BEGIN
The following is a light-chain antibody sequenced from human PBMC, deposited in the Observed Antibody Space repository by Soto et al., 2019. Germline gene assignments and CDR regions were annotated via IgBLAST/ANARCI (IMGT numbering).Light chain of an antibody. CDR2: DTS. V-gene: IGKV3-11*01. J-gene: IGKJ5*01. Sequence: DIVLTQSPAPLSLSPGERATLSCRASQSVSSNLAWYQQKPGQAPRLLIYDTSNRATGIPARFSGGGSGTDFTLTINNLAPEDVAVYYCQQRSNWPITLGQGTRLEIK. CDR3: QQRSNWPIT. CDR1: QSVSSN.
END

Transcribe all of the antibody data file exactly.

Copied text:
The following is a light-chain antibody sequenced from human PBMC, deposited in the Observed Antibody Space repository by Soto et al., 2019. Germline gene assignments and CDR regions were annotated via IgBLAST/ANARCI (IMGT numbering).Light chain of an antibody. CDR2: DTS. V-gene: IGKV3-11*01. J-gene: IGKJ5*01. Sequence: DIVLTQSPAPLSLSPGERATLSCRASQSVSSNLAWYQQKPGQAPRLLIYDTSNRATGIPARFSGGGSGTDFTLTINNLAPEDVAVYYCQQRSNWPITLGQGTRLEIK. CDR3: QQRSNWPIT. CDR1: QSVSSN.